Meghann Farnsworth, managing editor of the Center for Investigative Reporting, recalled his inspirational role. "There's so much criticism of journalists because of the changes and fluctuations in the industry, but Grabs represents so many of the reasons we stay in: to embrace opportunity, and to follow traditions," Farnsworth said. "We can take inspiration from someone willing to give knowledge to others, but pursue innovative avenues. Hopefully, those of us can take that spirit and constantly reinvent ourselves and embrace youth and change."
Lily Mihalik, senior designer on the Los Angeles Times' data desk, remembered Grabowicz fondly. "He was the person you might least expect to be pushing multimedia at the grad school, you would think it would be younger faculty pushing," Mihalik said. "He was really the driving force behind the school so, in some ways, it worries me a little that he's gone. It benefited me in the end to work on storytelling tools for journalists, and I wouldn't have gone into that if it hadn't been for him."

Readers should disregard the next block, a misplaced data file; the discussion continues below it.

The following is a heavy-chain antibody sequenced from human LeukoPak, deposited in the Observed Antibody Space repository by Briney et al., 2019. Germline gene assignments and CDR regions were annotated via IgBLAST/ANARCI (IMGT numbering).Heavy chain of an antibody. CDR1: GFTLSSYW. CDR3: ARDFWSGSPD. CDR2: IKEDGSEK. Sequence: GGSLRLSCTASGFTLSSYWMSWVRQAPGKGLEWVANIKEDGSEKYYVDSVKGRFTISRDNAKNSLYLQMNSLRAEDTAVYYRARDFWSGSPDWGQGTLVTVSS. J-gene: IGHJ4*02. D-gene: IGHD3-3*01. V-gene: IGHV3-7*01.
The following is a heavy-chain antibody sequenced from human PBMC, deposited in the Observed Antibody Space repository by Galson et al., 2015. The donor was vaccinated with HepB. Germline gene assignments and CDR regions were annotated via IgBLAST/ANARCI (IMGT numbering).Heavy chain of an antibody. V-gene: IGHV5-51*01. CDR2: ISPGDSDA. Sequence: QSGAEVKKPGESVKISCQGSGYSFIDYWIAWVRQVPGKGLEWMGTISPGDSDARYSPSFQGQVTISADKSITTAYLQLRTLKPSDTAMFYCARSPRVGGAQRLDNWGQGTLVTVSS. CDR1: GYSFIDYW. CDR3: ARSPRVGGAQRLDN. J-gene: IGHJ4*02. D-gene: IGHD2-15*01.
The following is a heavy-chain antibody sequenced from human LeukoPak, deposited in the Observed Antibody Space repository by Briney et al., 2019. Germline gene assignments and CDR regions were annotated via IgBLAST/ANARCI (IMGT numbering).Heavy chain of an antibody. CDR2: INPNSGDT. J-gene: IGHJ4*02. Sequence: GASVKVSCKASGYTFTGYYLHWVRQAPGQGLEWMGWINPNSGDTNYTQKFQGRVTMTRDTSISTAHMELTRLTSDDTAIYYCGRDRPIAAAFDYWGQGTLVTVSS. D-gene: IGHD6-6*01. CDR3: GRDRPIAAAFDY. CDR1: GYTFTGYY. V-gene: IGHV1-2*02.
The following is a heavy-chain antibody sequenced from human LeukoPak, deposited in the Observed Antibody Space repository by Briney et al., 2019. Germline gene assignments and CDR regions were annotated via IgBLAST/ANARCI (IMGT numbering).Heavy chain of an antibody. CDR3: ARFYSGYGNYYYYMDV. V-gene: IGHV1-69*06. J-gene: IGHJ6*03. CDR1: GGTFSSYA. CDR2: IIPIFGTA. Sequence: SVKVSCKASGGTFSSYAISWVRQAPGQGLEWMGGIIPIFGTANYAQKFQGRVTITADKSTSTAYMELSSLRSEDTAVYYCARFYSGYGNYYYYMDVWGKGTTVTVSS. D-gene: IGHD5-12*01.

"The biggest thing is that he was ahead of his time in his reporting, in the way he taught," said Kara Andrade, a former student now pursuing her doctorate in American University's communications program in Washington, D.C. "He showed you could be an academic and still continue to do your work and make your work be relevant and have social impact, so that's what I continue to do now.
"Whatever you learn in the ivory tower, make it relevant and do public good with it. I'm going to miss him a lot. It was always heartening to know he was training the next generation of journalists with the same openhearted spirit. He was a great mentor in every way."
A memorial service at the Journalism School will be held in January; funeral arrangements were pending.